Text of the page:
One of the most common criticisms directed at the Emergent Church concerns its handling of the Biblical gospel and, in particular, its tendency to promote the dangerous heresy of Universalism. In the words of one of its most popular advocates, Universalism is the belief that “in the end, all men will be gathered into the love of God” (Barclay, 1977). Although it has been presented in many guises throughout 2,000 years of church history, it has not been widely accepted. But due to its natural appeal to the sentimentality of human nature, it has never finally disappeared, experiencing strong resurgence in the liberal theology of the Pentecostal Latter Rain Movement (1940s & 50s) and, most recently, within the Emergent Church. Despite this assertion writers, such as Brian McLaren and Steve Chalke, have stayed sufficiently distant to avoid being directly labelled “Universalist.”
That is, until the March 15th 2011, when Rob Bell published his latest book, Love Wins, aiming to get “at the heart of life’s big questions.” Using the popular tactic of the Emergent Church, he asks a number of questions designed to implant a seed of doubt in otherwise resolute minds, and take aim at essential gospel truths such as righteousness, judgment, heaven, hell, faith, repentance, conviction of sin, conversion, and the new birth. He says “Of all the billions of people who have ever lived, will only a select number make it to a better place and every single other person suffer in torment and punishment forever? Is this acceptable to God? Has God created millions of people over tens of thousands of years who are going to spend eternity in anguish? Can God do this, or even allow this, and still claim to be a loving God?”
In the promotional video for the book, Bell goes further: “If that’s the case, how do you become one of the few? Is it what you believe; or what you say, or what you do, or who you know—or something that happens in your heart? Or do you need to be initiated, or baptized, or take a class, or be converted, or born again—how does one become one of these few?”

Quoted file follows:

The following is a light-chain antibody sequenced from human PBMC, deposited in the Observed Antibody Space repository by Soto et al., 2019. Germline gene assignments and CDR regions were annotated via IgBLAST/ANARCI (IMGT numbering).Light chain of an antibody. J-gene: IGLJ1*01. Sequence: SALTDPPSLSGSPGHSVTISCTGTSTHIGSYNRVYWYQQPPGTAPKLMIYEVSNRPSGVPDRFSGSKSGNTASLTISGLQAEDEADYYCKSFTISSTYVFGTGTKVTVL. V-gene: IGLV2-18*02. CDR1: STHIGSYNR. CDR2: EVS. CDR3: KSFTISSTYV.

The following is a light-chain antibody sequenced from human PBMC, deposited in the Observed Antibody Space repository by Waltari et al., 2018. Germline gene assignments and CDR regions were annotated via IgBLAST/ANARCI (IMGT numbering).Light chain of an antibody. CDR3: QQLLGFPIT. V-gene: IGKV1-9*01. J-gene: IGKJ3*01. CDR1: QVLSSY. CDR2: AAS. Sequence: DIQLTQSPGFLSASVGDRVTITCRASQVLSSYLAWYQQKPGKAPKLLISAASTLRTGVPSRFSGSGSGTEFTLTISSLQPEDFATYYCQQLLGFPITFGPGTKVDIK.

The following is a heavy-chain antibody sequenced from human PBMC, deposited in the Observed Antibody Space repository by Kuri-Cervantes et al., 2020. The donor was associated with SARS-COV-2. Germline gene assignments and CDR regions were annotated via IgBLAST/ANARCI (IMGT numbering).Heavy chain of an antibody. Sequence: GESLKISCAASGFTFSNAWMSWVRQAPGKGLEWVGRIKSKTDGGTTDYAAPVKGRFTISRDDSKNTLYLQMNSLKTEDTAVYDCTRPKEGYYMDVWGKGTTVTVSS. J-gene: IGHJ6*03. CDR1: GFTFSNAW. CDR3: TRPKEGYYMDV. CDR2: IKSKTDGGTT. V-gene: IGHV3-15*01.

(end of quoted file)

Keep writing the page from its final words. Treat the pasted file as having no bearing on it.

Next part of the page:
Although Bell is careful to steer clear of making any overt statement directly supporting traditional Universalism, it would be mere semantics to deny its presence. Bell’s brand of Universalism is a kingdom here upon earth where human beings “belong before they believe,” and need only to opt into God’s vision of a “desired future.”
In the first of two articles considering the issue of the Emergent gospel, and the particular issue of Universalism, we shall assess some of the questions that Bell asks, not necessarily by answering them (they have been deliberately biased to deliver specific conclusions), but by examining the propositions contained within them. First, what is the purpose of the gospel, and how is this in keeping with the character of God?
“Make it to a better place,” or “torment and punishment forever?”
The manner in which Bell speaks of eternity should be noted. He refers to the purpose of the gospel disparagingly, speaking of the “select making it to a better place,” and the remainder “suffering in torment and punishment forever.” These carefully worded phrases are seeking not only to undermine the reality of a future destination (Matt 7:13-14; Luke 16:23; John 14:1-3), but also its eternality (Matt 25:46). By removing the true purpose of the gospel – being brought into an eternal relationship with God, and saved from hell and the lake of fire – Bell is also undermining the Biblical doctrine concerning the depravity of the human heart. We should be clear: the impending judgment of God against the sinner is because of sins that they have committed, born out of a corrupt and defiled nature (Rom 1:18; 2Thess 1:7-9), and is in no way a nasty or vindictive strike at people who choose not to become one of the “select few.” Care should be taken to note the propensity to describe infinite punishment for sins committed within a finite lifetime, as injustice. This is a misnomer: sin is against God, and God is eternal in His character. His holiness and righteousness are infinite. While Scripture clearly teaches differing degrees of eternal suffering for sin (Rev 20:12), the time period is always the same: eternity.